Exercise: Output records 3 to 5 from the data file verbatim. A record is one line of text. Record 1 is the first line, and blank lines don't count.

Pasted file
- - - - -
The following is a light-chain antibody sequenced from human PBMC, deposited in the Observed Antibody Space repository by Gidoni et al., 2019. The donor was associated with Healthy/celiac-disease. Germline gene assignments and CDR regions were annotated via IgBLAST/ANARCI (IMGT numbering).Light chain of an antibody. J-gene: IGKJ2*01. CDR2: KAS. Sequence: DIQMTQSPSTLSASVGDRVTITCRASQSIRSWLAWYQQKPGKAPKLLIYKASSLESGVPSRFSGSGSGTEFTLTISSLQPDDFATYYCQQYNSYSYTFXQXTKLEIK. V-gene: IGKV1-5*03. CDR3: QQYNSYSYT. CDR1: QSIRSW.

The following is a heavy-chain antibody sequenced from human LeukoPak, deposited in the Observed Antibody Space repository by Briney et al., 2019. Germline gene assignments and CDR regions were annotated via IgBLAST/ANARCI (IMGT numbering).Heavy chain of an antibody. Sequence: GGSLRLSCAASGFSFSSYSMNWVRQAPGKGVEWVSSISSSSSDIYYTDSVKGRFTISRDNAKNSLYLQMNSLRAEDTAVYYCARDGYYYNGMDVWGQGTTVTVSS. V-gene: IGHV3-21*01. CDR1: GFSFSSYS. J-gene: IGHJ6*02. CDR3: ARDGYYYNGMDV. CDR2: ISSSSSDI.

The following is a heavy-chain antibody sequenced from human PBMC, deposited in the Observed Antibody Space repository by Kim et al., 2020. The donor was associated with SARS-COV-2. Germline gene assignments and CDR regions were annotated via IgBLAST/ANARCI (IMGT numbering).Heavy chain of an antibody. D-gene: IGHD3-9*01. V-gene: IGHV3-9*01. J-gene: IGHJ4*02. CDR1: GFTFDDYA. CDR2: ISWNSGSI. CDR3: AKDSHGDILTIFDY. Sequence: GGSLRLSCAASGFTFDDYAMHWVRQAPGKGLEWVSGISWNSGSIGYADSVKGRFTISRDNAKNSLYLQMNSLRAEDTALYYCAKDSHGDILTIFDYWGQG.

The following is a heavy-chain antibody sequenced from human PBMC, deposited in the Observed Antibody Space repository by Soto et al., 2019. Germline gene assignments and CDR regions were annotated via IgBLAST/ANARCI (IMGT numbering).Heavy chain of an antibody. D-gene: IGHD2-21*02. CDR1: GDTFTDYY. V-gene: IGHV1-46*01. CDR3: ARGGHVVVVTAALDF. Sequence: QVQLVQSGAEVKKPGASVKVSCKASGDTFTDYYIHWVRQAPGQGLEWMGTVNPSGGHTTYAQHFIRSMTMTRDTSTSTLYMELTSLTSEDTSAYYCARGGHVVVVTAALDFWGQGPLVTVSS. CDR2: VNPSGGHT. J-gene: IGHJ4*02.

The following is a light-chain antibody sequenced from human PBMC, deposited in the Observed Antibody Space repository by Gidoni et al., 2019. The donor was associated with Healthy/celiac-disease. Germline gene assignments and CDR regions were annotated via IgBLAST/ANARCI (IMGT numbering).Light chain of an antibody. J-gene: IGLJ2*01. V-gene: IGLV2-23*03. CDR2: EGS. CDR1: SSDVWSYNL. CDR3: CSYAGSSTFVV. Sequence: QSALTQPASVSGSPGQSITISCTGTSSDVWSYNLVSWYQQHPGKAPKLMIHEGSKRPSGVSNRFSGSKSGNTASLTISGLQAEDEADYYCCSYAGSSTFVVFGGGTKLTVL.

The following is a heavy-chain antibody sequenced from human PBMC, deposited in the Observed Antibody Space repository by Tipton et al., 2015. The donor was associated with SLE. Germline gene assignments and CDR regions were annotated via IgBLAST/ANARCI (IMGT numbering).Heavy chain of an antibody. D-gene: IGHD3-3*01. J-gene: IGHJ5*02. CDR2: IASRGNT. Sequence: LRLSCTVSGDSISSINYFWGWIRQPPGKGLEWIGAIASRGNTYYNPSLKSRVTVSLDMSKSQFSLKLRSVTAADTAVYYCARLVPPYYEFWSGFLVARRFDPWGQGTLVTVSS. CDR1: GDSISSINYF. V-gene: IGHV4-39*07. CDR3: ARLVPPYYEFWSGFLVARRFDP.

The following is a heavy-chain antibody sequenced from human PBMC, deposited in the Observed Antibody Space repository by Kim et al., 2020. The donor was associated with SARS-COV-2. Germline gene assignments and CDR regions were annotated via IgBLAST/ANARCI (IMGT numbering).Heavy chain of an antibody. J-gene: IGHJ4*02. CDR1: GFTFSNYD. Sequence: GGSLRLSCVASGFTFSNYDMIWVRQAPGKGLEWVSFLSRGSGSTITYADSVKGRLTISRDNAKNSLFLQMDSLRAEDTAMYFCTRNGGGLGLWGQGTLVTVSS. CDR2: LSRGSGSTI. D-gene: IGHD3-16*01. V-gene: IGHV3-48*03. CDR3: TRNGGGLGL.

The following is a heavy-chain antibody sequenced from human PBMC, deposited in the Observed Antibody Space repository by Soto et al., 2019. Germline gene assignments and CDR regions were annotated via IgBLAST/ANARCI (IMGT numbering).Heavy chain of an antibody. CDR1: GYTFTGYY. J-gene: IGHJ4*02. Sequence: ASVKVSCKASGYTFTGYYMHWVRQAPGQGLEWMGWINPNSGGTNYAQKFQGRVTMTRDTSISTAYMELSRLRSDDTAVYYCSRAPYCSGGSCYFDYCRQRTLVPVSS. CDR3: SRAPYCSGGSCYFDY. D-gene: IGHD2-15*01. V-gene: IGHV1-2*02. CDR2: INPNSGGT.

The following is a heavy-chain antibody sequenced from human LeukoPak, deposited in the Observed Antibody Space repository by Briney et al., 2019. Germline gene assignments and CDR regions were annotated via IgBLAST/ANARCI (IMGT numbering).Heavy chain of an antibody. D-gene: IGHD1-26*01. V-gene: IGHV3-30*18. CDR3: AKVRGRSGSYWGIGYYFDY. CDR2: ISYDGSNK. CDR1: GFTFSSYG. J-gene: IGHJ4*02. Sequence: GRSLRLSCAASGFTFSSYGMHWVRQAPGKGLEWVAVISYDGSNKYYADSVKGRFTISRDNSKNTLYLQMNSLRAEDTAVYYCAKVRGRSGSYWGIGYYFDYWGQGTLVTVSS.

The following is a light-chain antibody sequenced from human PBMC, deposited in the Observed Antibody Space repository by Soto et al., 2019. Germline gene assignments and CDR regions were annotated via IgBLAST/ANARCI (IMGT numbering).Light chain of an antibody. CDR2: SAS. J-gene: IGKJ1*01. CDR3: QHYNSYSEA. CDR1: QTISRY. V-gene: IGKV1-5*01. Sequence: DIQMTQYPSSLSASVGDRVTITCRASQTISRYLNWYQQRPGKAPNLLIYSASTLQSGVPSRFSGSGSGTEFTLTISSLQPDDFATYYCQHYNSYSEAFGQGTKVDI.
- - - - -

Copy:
The following is a heavy-chain antibody sequenced from human PBMC, deposited in the Observed Antibody Space repository by Kim et al., 2020. The donor was associated with SARS-COV-2. Germline gene assignments and CDR regions were annotated via IgBLAST/ANARCI (IMGT numbering).Heavy chain of an antibody. D-gene: IGHD3-9*01. V-gene: IGHV3-9*01. J-gene: IGHJ4*02. CDR1: GFTFDDYA. CDR2: ISWNSGSI. CDR3: AKDSHGDILTIFDY. Sequence: GGSLRLSCAASGFTFDDYAMHWVRQAPGKGLEWVSGISWNSGSIGYADSVKGRFTISRDNAKNSLYLQMNSLRAEDTALYYCAKDSHGDILTIFDYWGQG.

The following is a heavy-chain antibody sequenced from human PBMC, deposited in the Observed Antibody Space repository by Soto et al., 2019. Germline gene assignments and CDR regions were annotated via IgBLAST/ANARCI (IMGT numbering).Heavy chain of an antibody. D-gene: IGHD2-21*02. CDR1: GDTFTDYY. V-gene: IGHV1-46*01. CDR3: ARGGHVVVVTAALDF. Sequence: QVQLVQSGAEVKKPGASVKVSCKASGDTFTDYYIHWVRQAPGQGLEWMGTVNPSGGHTTYAQHFIRSMTMTRDTSTSTLYMELTSLTSEDTSAYYCARGGHVVVVTAALDFWGQGPLVTVSS. CDR2: VNPSGGHT. J-gene: IGHJ4*02.

The following is a light-chain antibody sequenced from human PBMC, deposited in the Observed Antibody Space repository by Gidoni et al., 2019. The donor was associated with Healthy/celiac-disease. Germline gene assignments and CDR regions were annotated via IgBLAST/ANARCI (IMGT numbering).Light chain of an antibody. J-gene: IGLJ2*01. V-gene: IGLV2-23*03. CDR2: EGS. CDR1: SSDVWSYNL. CDR3: CSYAGSSTFVV. Sequence: QSALTQPASVSGSPGQSITISCTGTSSDVWSYNLVSWYQQHPGKAPKLMIHEGSKRPSGVSNRFSGSKSGNTASLTISGLQAEDEADYYCCSYAGSSTFVVFGGGTKLTVL.